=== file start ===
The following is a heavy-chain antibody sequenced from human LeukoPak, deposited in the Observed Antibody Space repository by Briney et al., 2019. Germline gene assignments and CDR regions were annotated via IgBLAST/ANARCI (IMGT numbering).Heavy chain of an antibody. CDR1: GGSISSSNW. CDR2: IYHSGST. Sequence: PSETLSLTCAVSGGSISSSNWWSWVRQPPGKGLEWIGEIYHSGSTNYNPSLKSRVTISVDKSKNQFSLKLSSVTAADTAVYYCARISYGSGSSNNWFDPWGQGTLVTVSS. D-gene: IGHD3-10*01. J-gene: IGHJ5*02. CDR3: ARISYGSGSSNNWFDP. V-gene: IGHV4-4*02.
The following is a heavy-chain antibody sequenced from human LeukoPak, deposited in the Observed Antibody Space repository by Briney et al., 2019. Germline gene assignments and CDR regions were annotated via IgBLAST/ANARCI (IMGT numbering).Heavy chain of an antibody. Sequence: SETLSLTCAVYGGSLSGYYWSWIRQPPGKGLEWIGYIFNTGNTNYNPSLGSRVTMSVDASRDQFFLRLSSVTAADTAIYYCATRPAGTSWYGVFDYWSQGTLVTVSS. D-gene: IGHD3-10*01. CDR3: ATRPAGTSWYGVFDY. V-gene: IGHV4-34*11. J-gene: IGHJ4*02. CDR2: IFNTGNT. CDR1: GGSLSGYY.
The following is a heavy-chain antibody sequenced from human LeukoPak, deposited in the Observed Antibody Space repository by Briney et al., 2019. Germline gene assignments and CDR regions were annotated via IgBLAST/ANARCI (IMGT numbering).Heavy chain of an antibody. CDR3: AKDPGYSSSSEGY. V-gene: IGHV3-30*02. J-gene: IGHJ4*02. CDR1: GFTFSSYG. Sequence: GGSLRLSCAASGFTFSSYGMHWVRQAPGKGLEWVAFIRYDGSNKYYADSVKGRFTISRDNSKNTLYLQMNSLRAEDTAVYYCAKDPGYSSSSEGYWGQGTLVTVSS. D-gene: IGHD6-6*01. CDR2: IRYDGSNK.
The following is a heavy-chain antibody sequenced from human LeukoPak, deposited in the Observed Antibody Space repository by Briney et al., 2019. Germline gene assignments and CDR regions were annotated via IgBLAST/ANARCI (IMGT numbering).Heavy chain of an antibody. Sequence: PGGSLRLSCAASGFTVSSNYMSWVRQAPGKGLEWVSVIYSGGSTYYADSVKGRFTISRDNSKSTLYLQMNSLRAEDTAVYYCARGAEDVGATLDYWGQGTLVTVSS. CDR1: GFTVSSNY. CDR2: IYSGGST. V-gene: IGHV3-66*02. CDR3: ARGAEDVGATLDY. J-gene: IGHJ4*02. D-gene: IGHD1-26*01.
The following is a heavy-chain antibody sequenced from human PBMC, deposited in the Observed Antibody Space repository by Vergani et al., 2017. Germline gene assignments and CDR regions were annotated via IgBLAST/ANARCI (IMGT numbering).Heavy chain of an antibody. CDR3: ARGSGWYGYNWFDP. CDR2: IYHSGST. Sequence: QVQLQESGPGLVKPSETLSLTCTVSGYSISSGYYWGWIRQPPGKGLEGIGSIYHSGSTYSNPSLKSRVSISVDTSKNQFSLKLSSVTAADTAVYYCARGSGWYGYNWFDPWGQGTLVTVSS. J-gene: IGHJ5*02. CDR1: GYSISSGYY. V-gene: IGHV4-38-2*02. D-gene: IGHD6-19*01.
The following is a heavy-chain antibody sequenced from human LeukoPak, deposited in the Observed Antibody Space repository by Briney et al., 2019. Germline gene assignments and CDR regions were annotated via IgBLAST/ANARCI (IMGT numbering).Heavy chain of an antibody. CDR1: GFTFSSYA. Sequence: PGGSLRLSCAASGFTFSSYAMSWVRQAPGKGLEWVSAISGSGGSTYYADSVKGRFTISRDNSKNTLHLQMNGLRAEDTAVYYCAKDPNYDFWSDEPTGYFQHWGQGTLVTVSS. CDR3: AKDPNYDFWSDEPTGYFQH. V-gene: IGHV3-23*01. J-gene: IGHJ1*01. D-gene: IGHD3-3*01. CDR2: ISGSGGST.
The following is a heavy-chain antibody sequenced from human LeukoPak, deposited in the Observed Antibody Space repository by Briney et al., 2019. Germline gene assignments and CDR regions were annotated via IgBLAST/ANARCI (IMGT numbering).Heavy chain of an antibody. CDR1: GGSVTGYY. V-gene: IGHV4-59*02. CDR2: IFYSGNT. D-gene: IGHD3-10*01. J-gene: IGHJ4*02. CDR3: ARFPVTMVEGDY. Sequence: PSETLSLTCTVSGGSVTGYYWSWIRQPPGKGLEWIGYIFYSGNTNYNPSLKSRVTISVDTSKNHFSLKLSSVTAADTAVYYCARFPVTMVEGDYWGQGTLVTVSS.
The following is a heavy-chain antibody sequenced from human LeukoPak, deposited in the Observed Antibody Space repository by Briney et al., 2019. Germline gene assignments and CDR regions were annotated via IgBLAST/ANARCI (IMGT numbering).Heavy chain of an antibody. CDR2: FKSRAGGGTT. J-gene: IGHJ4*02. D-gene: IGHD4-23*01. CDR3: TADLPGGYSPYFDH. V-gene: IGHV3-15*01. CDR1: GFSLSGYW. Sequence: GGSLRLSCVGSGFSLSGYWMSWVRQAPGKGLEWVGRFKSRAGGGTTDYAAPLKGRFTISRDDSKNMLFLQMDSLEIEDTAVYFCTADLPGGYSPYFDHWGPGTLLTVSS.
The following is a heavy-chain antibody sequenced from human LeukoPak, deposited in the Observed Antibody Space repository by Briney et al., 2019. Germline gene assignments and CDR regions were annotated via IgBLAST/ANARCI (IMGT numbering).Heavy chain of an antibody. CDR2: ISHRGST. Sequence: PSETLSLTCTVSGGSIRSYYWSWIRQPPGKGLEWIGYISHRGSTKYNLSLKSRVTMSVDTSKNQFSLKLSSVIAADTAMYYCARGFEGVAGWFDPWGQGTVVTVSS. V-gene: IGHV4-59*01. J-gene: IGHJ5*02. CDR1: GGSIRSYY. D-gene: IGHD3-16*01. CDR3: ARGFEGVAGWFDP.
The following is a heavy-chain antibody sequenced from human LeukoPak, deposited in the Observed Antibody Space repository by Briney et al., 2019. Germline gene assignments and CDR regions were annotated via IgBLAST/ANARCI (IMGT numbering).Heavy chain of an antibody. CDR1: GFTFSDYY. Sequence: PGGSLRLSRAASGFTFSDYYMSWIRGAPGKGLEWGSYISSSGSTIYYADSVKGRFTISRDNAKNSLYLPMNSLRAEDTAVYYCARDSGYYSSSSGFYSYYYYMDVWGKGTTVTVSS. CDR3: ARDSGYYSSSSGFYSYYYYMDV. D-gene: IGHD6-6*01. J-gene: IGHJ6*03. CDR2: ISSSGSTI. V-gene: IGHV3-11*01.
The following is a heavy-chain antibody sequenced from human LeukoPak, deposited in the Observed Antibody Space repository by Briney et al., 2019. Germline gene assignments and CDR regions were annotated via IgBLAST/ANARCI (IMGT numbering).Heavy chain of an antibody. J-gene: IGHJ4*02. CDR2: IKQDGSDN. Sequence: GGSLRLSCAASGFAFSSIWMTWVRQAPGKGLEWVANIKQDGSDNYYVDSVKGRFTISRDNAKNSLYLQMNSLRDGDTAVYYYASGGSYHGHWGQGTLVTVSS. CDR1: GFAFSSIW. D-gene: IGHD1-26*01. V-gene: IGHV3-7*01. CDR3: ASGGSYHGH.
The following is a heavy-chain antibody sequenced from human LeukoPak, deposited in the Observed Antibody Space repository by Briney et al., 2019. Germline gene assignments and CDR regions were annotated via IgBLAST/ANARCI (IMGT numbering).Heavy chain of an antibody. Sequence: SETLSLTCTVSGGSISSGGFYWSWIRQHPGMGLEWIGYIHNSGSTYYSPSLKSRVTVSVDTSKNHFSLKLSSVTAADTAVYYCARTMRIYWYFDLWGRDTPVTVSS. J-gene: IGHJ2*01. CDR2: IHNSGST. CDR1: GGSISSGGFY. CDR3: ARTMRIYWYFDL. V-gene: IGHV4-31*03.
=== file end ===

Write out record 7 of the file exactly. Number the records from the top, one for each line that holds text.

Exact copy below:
The following is a heavy-chain antibody sequenced from human LeukoPak, deposited in the Observed Antibody Space repository by Briney et al., 2019. Germline gene assignments and CDR regions were annotated via IgBLAST/ANARCI (IMGT numbering).Heavy chain of an antibody. CDR1: GGSVTGYY. V-gene: IGHV4-59*02. CDR2: IFYSGNT. D-gene: IGHD3-10*01. J-gene: IGHJ4*02. CDR3: ARFPVTMVEGDY. Sequence: PSETLSLTCTVSGGSVTGYYWSWIRQPPGKGLEWIGYIFYSGNTNYNPSLKSRVTISVDTSKNHFSLKLSSVTAADTAVYYCARFPVTMVEGDYWGQGTLVTVSS.